You can store music and photos on the Gear S2, either manually or selecting the folders in the smartphone to sync automatically. This means I can pair a Bluetooth headset to the Gear S2 and listen to music stored on the watch. This is an excellent way to wear the watch out for a run while leaving the phone behind.
The Gear S2 can last about 2-3 days depending on the watch face and how much you use it. It can only be charged via the charging dock. For S2, because of the rigid band, I cannot use generic wireless pads to charge it.
Too Few Apps
There aren’t a lot of intriguing Gear apps in the market. Fortunately, Samsung has built quite a self-sufficient device. Personally, I don’t believe in loading all kinds of apps just because it can. For instance, I installed the Flipboard News and tried to read the news highlights. I gave up within a minute and took out my smartphone instead.
S Voice Is Too Slow
S Voice is the Google Now equivalent, and after speaking a phrase like “OK Watch”, the Gear S2 will listen to your voice commands. Problem is that it takes rather long to get a response. It loses the fluidity of interaction.
Smart Gesture is Too Smart
I have to give it to Samsung for creating a smart gesture that is too intelligent for its own good. When I lift the wrist up to my eyes, the watch screen wakes up. The moment I put my hand down or tilt otherwise, the screen immediately switches off. Imagine the frustration when I was trying to impress my peers by twisting my wrist to face the watch towards them, only to stare at a blank watchface. I had to twist my arm to impress them with the gorgeous watch, but not before a chuckle at my contortion.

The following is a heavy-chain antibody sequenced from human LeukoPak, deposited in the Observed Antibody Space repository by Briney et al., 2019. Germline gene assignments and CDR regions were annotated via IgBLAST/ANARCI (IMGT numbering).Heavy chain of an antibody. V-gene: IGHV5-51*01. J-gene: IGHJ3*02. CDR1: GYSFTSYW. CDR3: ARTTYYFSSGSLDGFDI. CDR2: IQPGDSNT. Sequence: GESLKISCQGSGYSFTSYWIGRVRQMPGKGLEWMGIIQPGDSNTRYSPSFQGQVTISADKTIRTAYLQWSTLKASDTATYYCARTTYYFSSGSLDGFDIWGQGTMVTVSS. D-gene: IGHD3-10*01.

I miss the Android Wear scroll gesture, and I would wish the Gear S2 could implement the same.
Be Warned: Reactivation Lock
After I received the Gear S2 from my friend who was using it, I reset the watch but it did not allow me to pair to my smartphone because I provided a credential that “did not match”. Upon investigation, I found that the reactivation lock was enabled by my friend. When I asked him, he was not aware, but anyway, we met up, he logged in with his credential, and the watch paired back to his smartphone. When we checked the app settings, he indeed enabled the “Reactivation Lock”.
So, be warned. Before you pass any Samsung device to a new owner, please check that the “Reactivation Lock” is unchecked.
Samsung smartphones are known to have strong vibration, but that is not the case for Gear S2. The vibration is mild and refined, I often missed my notifications while on the move.
Samsung Gear S2 feels and works great, a solid timepiece that many will appreciate, with refreshing user interface and unique rotating bezel to navigate. What they lack are apps to extend its usefulness to just pretty watch face or S Health activity widgets.
Yes, one can argue that the pre-installed apps may be all you need, and I do accept that view. As a Sony Smartwatch 3 user for a year, I also do not load many apps on smartwatches other than the time functions (with pretty watchfaces) and receiving notifications. So, I generally like the Gear S2 experience, and hope that Samsung can come out with variant models with more competitive pricing to entice more people to invest in a little piece of wearable tech that for now does not do very much for the price I pay.